1. Remove the tubers from their container and place them in a dark room until springtime.
  2. Once it’s warmer, you will need to cut them into separate divisions.
  3. You can then allow the cut areas to callus over by storing them in a warm and dark room for 24 hours.
  4. Prepare a new container with potting mix and plant each division.
  5. Water them regularly to keep the soil moist and position it under bright sunlight.
  6. The roots should establish themselves in 3 to 4 weeks.
  7. You can then care for them as you normally would and repot them when they’re big enough.

Propagating in Water

The tubers can be propagated in water before being repotted in soil. This is a fairly easy and simple method to carry out too. We’ll guide you through it below.

  1. Lift the tubers out of the pot and store them in a cool and dark place.
  2. In the springtime, you can cut the tubers into different sections. Each section must have at least one growing site.
  3. Now, you must store these sections in a dark and warm room so that the cut area can callus over.
  4. Fill a glass jar with distilled water and place the tubers inside of it.
  5. After about a month you should notice new root growth, and then you can transplant them into soil.

Seed Planting

Planting its seeds is not a highly reliable or successful method, however, it is fun. You can purchase these seeds from your local nursery.

We’ve put together a simple guide below:

  1. First, you must soak the seeds in a bowl of distilled water overnight. You should do this as it will assist in germination.
  2. Fill a shallow tray with moistened peat moss and compost.
  3. Sprinkle the seeds across the soil and mist them lightly.
  4. Cover the tray with a plastic bag to create a moist and warm environment. Additionally, the seeds should be positioned under bright light.
  5. After two weeks you can remove the plastic bag as new growth should have sprouted.
  6. In two months you will need to transplant the seedlings as they will become too large for the current tray.

How to Revive It

The Caladium will run into numerous health issues when it’s grown in improper environmental conditions. We’ll discuss why your plant’s foliage is either droopy, yellowing or turning brown. Then we will go over what you can do to revive it.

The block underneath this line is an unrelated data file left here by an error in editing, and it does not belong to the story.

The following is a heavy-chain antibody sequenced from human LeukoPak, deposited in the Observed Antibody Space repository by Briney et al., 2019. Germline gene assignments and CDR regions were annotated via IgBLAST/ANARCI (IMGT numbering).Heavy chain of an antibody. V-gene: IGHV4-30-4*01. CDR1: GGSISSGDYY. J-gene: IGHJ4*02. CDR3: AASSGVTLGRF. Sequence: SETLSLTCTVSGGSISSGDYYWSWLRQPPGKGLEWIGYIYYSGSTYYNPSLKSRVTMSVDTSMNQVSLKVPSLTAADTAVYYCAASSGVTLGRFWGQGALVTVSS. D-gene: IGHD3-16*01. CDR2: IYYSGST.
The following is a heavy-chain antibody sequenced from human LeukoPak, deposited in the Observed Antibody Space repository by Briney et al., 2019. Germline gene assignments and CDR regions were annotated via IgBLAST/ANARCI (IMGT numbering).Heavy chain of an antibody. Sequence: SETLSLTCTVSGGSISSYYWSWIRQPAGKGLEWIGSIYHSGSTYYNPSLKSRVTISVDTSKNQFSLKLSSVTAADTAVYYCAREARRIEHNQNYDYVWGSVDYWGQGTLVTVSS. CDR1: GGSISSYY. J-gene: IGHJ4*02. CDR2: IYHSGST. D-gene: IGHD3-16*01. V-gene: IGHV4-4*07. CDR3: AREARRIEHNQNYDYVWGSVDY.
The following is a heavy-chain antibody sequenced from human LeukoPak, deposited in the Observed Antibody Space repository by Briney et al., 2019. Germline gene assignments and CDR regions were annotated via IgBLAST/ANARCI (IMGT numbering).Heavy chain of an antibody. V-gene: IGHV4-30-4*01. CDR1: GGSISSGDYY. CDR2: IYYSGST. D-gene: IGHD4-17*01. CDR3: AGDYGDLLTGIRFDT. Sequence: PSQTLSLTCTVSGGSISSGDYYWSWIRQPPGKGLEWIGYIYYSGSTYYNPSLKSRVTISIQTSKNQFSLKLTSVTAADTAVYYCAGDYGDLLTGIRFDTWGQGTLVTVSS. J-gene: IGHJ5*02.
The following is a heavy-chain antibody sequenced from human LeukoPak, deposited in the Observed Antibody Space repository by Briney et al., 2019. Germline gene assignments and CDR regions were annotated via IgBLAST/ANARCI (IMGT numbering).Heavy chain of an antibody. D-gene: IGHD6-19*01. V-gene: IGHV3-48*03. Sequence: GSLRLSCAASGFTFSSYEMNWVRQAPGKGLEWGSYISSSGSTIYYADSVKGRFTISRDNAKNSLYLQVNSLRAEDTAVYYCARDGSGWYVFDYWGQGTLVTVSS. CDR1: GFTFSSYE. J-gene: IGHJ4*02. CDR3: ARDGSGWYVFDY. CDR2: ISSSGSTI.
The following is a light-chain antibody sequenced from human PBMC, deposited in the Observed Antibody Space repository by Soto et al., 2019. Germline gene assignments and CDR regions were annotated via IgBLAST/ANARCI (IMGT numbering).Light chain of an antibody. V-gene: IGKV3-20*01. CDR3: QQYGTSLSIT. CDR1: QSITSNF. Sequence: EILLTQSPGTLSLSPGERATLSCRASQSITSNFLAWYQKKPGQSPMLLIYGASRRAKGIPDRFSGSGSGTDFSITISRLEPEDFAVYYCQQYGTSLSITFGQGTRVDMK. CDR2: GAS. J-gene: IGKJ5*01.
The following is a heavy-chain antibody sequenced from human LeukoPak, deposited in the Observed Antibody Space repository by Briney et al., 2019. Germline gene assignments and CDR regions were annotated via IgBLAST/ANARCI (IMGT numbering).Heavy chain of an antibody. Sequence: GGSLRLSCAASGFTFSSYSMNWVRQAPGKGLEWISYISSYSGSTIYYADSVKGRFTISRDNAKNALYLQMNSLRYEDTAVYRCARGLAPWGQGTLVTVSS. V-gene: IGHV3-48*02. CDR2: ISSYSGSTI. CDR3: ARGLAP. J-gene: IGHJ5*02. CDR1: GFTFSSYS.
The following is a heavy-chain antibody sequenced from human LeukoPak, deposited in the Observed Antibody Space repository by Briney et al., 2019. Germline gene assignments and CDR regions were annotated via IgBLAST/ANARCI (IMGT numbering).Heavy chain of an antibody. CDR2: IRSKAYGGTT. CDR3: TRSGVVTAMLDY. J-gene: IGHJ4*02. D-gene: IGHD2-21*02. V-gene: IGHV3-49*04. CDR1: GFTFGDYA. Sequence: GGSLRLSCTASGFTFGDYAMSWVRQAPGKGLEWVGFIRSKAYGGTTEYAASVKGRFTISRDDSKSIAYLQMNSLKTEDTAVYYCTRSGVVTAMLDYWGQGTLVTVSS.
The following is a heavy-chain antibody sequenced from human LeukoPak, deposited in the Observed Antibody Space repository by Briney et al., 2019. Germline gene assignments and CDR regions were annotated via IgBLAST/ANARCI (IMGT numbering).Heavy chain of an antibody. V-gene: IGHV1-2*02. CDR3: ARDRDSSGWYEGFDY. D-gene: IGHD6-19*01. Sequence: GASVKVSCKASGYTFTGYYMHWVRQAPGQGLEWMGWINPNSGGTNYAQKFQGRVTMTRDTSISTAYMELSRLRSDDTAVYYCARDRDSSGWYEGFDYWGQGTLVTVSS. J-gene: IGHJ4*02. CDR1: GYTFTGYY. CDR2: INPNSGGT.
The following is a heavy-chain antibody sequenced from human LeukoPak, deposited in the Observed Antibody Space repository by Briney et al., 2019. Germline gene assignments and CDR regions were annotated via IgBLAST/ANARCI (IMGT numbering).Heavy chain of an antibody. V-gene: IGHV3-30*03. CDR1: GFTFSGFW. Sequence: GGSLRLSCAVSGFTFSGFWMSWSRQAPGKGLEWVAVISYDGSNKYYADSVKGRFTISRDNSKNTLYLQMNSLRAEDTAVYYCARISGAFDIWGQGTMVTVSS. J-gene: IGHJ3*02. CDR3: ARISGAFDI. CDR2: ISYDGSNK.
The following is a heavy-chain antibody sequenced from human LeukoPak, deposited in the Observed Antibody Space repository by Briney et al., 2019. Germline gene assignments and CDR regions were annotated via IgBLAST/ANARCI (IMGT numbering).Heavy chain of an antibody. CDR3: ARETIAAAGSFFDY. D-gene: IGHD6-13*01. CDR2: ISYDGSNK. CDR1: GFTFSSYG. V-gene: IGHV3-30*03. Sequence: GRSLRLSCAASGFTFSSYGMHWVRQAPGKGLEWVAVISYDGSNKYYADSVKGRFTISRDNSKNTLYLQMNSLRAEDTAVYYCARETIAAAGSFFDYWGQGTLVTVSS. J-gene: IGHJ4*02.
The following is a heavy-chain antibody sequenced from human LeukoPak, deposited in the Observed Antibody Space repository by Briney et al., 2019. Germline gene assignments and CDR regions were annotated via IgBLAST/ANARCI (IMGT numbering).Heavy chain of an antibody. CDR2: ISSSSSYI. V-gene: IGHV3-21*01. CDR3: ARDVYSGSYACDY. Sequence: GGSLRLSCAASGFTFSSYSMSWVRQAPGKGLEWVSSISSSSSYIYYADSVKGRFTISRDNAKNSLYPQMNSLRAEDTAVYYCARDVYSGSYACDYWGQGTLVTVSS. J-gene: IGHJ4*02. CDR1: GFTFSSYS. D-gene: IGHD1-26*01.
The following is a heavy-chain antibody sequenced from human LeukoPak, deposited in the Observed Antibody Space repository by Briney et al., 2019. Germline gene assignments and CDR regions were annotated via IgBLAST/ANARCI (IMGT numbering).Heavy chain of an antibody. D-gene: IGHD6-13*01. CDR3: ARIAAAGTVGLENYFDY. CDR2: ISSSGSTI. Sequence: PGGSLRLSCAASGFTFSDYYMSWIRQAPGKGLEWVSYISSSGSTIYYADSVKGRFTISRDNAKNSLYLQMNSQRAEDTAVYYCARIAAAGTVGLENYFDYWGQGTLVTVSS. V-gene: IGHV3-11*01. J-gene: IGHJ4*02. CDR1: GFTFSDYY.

Why Is It Drooping?

Droopy and limp foliage occurs when the plant is watered improperly, placed in a shady area, or if it is too cold.

When your plant is either over- or underwatered then its health will be negatively impacted. You must always check whether the soil is wet or dry before watering it. If it’s dry then water it well whereas if the potting mix is too wet then wait until it is slightly dry.

The plant thrives in bright light. You can ensure that it receives plenty of sunshine by positioning it under indirect or full sunlight.

This houseplant cannot tolerate the frost. So, when temperatures begin to dip, you must locate it in a warmer region.

Yellow Leaves

Foliage will yellow when the houseplant is stressed, watered incorrectly, or if it is receiving too much direct sunlight.

Sudden changes in temperature and humidity will stress your plant. You will need to maintain a consistent environment if you wish for it to thrive.

Over- or underwatering your plant is a problem. Always stick to a good watering schedule and make sure to only water it when the top soil is dry.

During the summertime, the sunlight may be too harsh for your plant. If you suspect that its leaves are scorched then simply place it under bright, indirect sunlight.

Brown Foliage

The leaves will become brown for numerous reasons. The main causes are a lack of humidity and water, too much light, or the plant being over-fed.

A lack of moisture can be detrimental to its health. The best way to rectify this issue is by watering it regularly and misting its leaves a few times a week.

In the summer the sun’s rays are too harsh and will burn its foliage. You should find an area where it’ll only receive indirect light if this occurs.

If you have over-fertilized the houseplant then you’ll need to flush its soil. You can do this by running a gentle stream of water over the soil for 15 minutes.

Concluding Thoughts

The Caladium genus is worth all of the extra care and attention it requires. Once you have nailed down its basic care needs then you’ll be gifted with eye-catching and beautiful foliage.